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DISPLAYING POSTS TAGGED: world heritage world futures (4)

REB garden finished!

Author
by Kate C
Publish date
28 February 2011
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Comments (3)

“The fountain is fountaining!” announced a colleague last Thursday. He’d passed the French Fountain in the eastern forecourt of the Royal Exhibition Building and noticed that it was flowing for the first time in ages. Years of drought and water restrictions meant the fountain has been out of action. However now that there are over a million litres of water stored in new tanks under the REB’s western forecourt, the fountain can run again.

It was recomissioned for the opening of the newly-completed German Garden, a careful restoration of the original garden that stood on the site for the Melbourne International Exhibition in 1880. You’d never know that under the lush lawns and new garden beds – which follow the exact shape of the 1880 design – there’s a massive water tank and network of pipes to collect and distribute rainwater. Not only the gardens around the REB, but also Melbourne Museum’s Forest Gallery and Milarri Garden will benefit from this new sustainable water supply.

Completed western forecourt garden The Royal Exhibition Building's completed German Garden in the western forecourt on Rathdowne Street.
Image: Heath Warwick
Source: Museum Victoria
 

Thursday’s event marked the completion of the 18-month project World Heritage, World Futures. Even as the speeches were underway, people were wandering through the new landscape after so many months of it being hidden behind construction hoardings. Special guests, Minister for Consumer Affairs, the Hon Michael O’Brien, and Margaret Gardner AO, President of the Museums Board of Victoria, snipped the ceremonial purple ribbon and declared the garden open.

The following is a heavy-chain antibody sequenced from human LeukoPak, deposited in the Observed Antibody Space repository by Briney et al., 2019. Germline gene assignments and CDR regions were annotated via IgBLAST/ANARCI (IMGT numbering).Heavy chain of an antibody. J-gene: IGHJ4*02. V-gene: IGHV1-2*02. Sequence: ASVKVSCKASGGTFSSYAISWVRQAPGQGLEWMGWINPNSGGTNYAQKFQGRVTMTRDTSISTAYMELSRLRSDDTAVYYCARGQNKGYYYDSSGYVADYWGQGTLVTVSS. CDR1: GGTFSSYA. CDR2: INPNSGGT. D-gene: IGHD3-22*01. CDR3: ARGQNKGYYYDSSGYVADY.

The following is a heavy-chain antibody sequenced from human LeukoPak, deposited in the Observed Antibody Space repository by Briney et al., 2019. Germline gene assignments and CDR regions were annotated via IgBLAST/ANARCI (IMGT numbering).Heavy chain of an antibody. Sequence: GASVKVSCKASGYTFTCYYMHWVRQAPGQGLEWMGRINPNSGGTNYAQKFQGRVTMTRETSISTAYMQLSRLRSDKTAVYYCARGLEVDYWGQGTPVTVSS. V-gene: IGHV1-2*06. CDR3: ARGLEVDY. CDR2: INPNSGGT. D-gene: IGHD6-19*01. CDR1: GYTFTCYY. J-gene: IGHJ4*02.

Guests at the garden opening Guests at the garden opening. L-R: Dr Patrick Greene, CEO of Museum Victoria; Dr. Anne-Marie Schleich, German Consul General; Professorr Margaret Gardner AO, President of the Museums Board of Victoria; the Hon Michael O’Brien, Minister for Consumer Affairs and the Right Hon the Lord Mayor Robert Doyle.
Image: Heath Warwick
Source: Museum Victoria
 

Please come and admire the new garden with its restored iron gate, reinstated urns and stately plantings on your next visit to Carlton.

Performers in period costume Performers in period costume test out the new garden.
Image: Heath Warwick
Source: Museum Victoria
 

Lavender and jacarandas

Author
by Kate C
Publish date
1 February 2011
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Comments (2)

In Melbourne's sizzling 38ºC heat today, the landscaping crew are planting out the Royal Exhibition Building western forecourt. The larger trees - including jacarandas, oaks and araucarias - are already planted. Pots and pots of lavender (Lavandula angustifolia), lamb's ear (Stachys byzantina) and other plants have arrived and will go into the ground this week.

Plants in truck Plants arriving in trucks.
Source: Museum Victoria
 

  pots of lavender Plants in pots lined up near the central circular garden.
Source: Museum Victoria
 

Workers on the REB site Landscapers planting out patches of lamb's ear.
Source: Museum Victoria